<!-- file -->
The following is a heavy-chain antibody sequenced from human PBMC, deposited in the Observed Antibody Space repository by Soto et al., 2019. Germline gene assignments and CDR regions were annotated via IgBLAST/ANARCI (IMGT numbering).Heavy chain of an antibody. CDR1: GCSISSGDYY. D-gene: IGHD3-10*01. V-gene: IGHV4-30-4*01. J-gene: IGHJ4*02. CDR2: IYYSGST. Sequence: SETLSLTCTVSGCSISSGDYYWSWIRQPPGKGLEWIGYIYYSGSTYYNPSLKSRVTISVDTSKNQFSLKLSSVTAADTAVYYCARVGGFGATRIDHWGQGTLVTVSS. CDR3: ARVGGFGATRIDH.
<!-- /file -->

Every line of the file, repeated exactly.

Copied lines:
The following is a heavy-chain antibody sequenced from human PBMC, deposited in the Observed Antibody Space repository by Soto et al., 2019. Germline gene assignments and CDR regions were annotated via IgBLAST/ANARCI (IMGT numbering).Heavy chain of an antibody. CDR1: GCSISSGDYY. D-gene: IGHD3-10*01. V-gene: IGHV4-30-4*01. J-gene: IGHJ4*02. CDR2: IYYSGST. Sequence: SETLSLTCTVSGCSISSGDYYWSWIRQPPGKGLEWIGYIYYSGSTYYNPSLKSRVTISVDTSKNQFSLKLSSVTAADTAVYYCARVGGFGATRIDHWGQGTLVTVSS. CDR3: ARVGGFGATRIDH.